Modern design and minting

Today, coins are manufactured under extremely strict control and tight security at every stage of production. Production is carried out under constant surveillance with quality checks conducted at all stages to ensure accountability, and minimise loss. The modern minting technique is marked by a high degree of mechanical and aesthetic excellence. This entails a logical sequence of clearly defined procedures beginning with coin design - an art in itself.

Design and plasters

Initially, the design is made by an artisit by means of a pencil sketch. Photographs or similar descriptive material as well as personal ideas of the artist serve as pattern. Once the design is determined and approved, dies or moulds to accommodate the design are prepared. The selected design in all its details are transferred onto a plastilene (modeling wax) model in bas-relief from the approved sketch, which is made up to five times the size of the actual coin. This painstaking task takes about 3 weeks to complete and the sculptor-engravers must keep in mind the depth of relief that is suitable for producing coins. The design on the plaster is then transferred onto a rubber resin mould which is later used to make an epoxy resin mould. Melted rubber is then poured into the 'Plaster of Paris' mould to form the 'Silicone Rubber'. The reason for first engraving the design on plaster is because plaster gives a better finish than other materials used. Also, any errors made can be corrected at this stage with plaster. This is impossible on rubber resin or epoxy.

Design coins with Computers Working with plasters

Next, this epoxy mould is mounted onto a reducing machine called a pantograph which traces the exact contour of the mould onto an engraved master die bearing the same diameter as the coin to be struck. From this master die, another working master die or master punch is made using a matrix die. From here onwards, the process of reducing and transforming the design to the actual size onto tool steel begins. It involves running the araldite mould onto the reducing machine, with the design traced on tool steel. This process is called 'reduction punch'. The reduction punch will go through a few cycles untill the master die is formed. From master die, several 'coining dies' will be produced.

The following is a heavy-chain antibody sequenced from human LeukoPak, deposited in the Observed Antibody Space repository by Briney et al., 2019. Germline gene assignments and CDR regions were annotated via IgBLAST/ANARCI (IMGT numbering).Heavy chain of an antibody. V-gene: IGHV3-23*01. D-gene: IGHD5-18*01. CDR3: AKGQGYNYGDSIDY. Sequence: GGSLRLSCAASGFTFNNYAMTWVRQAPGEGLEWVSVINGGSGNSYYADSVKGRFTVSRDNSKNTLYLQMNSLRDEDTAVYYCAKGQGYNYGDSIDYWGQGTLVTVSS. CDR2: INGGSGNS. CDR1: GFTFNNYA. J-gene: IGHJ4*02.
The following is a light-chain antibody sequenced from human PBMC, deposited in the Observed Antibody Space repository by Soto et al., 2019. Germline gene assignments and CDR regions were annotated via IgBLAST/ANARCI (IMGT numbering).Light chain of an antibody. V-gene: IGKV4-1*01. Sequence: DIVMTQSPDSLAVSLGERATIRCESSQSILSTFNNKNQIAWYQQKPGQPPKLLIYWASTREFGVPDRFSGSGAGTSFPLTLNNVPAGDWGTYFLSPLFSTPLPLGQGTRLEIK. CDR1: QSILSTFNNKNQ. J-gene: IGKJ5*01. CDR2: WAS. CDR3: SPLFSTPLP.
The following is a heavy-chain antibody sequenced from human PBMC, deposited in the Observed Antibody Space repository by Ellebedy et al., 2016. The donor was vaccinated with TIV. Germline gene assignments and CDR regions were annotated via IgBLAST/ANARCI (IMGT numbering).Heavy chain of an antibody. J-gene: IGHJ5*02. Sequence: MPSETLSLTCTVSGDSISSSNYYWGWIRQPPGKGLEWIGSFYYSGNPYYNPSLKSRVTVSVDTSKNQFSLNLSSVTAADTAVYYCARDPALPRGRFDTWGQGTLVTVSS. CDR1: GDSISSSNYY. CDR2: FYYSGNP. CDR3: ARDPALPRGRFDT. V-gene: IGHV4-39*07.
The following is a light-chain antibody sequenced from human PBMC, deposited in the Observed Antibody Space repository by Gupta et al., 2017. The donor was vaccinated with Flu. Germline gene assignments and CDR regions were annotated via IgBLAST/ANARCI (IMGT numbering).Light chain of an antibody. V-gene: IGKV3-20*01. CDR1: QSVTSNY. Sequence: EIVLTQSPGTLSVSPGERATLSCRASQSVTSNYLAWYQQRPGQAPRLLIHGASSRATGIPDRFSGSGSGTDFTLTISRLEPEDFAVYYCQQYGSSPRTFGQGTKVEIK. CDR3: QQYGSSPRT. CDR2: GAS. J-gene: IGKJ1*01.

Photo of Plaster Mould - Swiss 20 francs Photo of Plaster Mould Photo of Pantograph

Master and coining dies

The master punch is used to produce a number of working dies which are the actual dies used to strike the Coins. The tremendous pressure applied to strike a coin means that the working die will wear off after a certain number of strikes. They have to be replaced by new dies before more coins are struck. Thus the number of these working dies required depends on the mintage of the coins. Two sets of dies are needed to strike a coin - one for the obverse, the other for the reverse of the coin. The 'coining dies' is installed onto the minting machines according to the required denomination. Then, blanks are fed onto the 'Feeding Hopper'. Each blank is minted with 100 to 150 tonnes pressure.

Photo of Master Punch Working with the Master Punch Master Punch for the 2 euro coins